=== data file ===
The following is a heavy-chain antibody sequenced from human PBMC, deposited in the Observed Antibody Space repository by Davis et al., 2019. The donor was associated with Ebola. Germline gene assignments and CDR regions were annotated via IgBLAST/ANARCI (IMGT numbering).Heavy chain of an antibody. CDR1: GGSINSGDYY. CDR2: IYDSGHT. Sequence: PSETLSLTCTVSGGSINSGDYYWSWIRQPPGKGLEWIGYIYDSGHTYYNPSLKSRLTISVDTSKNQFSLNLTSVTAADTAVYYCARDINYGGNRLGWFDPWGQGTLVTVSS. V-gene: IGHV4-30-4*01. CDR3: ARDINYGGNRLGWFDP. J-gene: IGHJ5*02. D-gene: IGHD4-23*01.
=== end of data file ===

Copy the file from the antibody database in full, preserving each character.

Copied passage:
The following is a heavy-chain antibody sequenced from human PBMC, deposited in the Observed Antibody Space repository by Davis et al., 2019. The donor was associated with Ebola. Germline gene assignments and CDR regions were annotated via IgBLAST/ANARCI (IMGT numbering).Heavy chain of an antibody. CDR1: GGSINSGDYY. CDR2: IYDSGHT. Sequence: PSETLSLTCTVSGGSINSGDYYWSWIRQPPGKGLEWIGYIYDSGHTYYNPSLKSRLTISVDTSKNQFSLNLTSVTAADTAVYYCARDINYGGNRLGWFDPWGQGTLVTVSS. V-gene: IGHV4-30-4*01. CDR3: ARDINYGGNRLGWFDP. J-gene: IGHJ5*02. D-gene: IGHD4-23*01.